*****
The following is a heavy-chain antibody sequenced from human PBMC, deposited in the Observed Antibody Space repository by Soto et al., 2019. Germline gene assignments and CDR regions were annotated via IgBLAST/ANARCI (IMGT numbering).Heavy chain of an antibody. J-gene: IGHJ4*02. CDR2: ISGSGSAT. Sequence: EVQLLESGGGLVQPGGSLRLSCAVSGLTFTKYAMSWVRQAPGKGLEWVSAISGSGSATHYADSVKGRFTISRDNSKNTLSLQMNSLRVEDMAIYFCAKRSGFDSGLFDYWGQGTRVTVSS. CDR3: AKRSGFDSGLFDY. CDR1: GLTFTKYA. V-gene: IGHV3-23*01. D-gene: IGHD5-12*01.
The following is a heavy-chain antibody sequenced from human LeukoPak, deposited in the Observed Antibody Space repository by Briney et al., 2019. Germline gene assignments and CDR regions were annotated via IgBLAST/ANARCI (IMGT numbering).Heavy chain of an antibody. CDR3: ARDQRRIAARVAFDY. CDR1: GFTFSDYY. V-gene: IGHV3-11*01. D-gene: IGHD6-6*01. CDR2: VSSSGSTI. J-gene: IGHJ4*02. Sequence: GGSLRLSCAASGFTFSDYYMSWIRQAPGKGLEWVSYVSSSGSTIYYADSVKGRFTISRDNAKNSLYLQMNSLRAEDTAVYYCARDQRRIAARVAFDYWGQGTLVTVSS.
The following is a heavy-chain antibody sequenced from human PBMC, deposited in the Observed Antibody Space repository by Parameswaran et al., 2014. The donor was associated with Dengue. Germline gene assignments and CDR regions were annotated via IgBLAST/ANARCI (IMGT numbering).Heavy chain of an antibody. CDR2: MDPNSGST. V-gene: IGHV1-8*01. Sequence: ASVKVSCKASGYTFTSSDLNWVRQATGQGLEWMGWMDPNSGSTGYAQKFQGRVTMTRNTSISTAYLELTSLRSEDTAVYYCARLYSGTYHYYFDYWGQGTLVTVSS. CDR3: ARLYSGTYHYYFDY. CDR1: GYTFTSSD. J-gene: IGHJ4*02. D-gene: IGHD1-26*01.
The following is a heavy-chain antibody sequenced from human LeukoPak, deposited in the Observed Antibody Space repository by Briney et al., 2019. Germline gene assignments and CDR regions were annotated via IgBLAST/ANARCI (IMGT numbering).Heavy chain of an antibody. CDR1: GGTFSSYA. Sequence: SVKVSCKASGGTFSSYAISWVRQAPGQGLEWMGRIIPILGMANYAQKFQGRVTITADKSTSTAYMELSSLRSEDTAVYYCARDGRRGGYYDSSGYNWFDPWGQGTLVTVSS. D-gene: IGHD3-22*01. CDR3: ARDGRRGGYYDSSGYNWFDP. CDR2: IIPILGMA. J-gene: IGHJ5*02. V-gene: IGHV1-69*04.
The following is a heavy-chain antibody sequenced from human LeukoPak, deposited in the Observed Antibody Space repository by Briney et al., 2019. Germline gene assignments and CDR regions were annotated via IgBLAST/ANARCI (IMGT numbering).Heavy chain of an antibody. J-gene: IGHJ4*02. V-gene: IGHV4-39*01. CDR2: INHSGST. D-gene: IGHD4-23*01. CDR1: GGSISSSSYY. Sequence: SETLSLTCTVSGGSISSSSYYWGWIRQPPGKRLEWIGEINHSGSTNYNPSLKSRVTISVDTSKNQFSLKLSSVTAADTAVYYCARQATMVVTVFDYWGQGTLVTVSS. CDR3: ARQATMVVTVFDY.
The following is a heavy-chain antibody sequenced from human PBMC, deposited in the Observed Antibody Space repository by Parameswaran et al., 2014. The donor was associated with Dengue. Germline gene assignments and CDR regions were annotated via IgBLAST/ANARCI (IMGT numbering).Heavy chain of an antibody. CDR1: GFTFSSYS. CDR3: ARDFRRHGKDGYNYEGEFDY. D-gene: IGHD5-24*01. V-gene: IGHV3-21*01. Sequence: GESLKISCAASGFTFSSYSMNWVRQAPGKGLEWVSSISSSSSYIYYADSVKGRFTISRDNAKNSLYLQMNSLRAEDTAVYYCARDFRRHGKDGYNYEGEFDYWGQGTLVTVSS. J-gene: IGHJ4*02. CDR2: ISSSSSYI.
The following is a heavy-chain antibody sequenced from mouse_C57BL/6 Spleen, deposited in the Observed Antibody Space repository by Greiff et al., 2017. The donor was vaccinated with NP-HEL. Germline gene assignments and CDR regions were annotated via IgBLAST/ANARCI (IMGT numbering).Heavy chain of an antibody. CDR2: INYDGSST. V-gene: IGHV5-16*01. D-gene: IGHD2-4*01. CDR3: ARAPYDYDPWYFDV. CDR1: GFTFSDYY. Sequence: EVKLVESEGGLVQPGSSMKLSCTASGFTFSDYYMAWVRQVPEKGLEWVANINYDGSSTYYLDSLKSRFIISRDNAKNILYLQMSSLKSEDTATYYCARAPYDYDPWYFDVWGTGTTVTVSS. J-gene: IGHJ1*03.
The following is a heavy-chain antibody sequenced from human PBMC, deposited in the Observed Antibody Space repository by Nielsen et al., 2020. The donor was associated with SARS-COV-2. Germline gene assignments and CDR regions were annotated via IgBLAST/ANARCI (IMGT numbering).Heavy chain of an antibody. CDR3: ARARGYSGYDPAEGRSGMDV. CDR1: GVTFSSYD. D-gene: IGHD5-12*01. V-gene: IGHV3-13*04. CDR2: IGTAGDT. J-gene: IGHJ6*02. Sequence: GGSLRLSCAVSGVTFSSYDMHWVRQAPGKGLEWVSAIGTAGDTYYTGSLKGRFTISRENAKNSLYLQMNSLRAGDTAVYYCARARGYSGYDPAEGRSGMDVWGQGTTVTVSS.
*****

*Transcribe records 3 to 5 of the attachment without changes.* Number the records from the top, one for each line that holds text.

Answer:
The following is a heavy-chain antibody sequenced from human PBMC, deposited in the Observed Antibody Space repository by Parameswaran et al., 2014. The donor was associated with Dengue. Germline gene assignments and CDR regions were annotated via IgBLAST/ANARCI (IMGT numbering).Heavy chain of an antibody. CDR2: MDPNSGST. V-gene: IGHV1-8*01. Sequence: ASVKVSCKASGYTFTSSDLNWVRQATGQGLEWMGWMDPNSGSTGYAQKFQGRVTMTRNTSISTAYLELTSLRSEDTAVYYCARLYSGTYHYYFDYWGQGTLVTVSS. CDR3: ARLYSGTYHYYFDY. CDR1: GYTFTSSD. J-gene: IGHJ4*02. D-gene: IGHD1-26*01.
The following is a heavy-chain antibody sequenced from human LeukoPak, deposited in the Observed Antibody Space repository by Briney et al., 2019. Germline gene assignments and CDR regions were annotated via IgBLAST/ANARCI (IMGT numbering).Heavy chain of an antibody. CDR1: GGTFSSYA. Sequence: SVKVSCKASGGTFSSYAISWVRQAPGQGLEWMGRIIPILGMANYAQKFQGRVTITADKSTSTAYMELSSLRSEDTAVYYCARDGRRGGYYDSSGYNWFDPWGQGTLVTVSS. D-gene: IGHD3-22*01. CDR3: ARDGRRGGYYDSSGYNWFDP. CDR2: IIPILGMA. J-gene: IGHJ5*02. V-gene: IGHV1-69*04.
The following is a heavy-chain antibody sequenced from human LeukoPak, deposited in the Observed Antibody Space repository by Briney et al., 2019. Germline gene assignments and CDR regions were annotated via IgBLAST/ANARCI (IMGT numbering).Heavy chain of an antibody. J-gene: IGHJ4*02. V-gene: IGHV4-39*01. CDR2: INHSGST. D-gene: IGHD4-23*01. CDR1: GGSISSSSYY. Sequence: SETLSLTCTVSGGSISSSSYYWGWIRQPPGKRLEWIGEINHSGSTNYNPSLKSRVTISVDTSKNQFSLKLSSVTAADTAVYYCARQATMVVTVFDYWGQGTLVTVSS. CDR3: ARQATMVVTVFDY.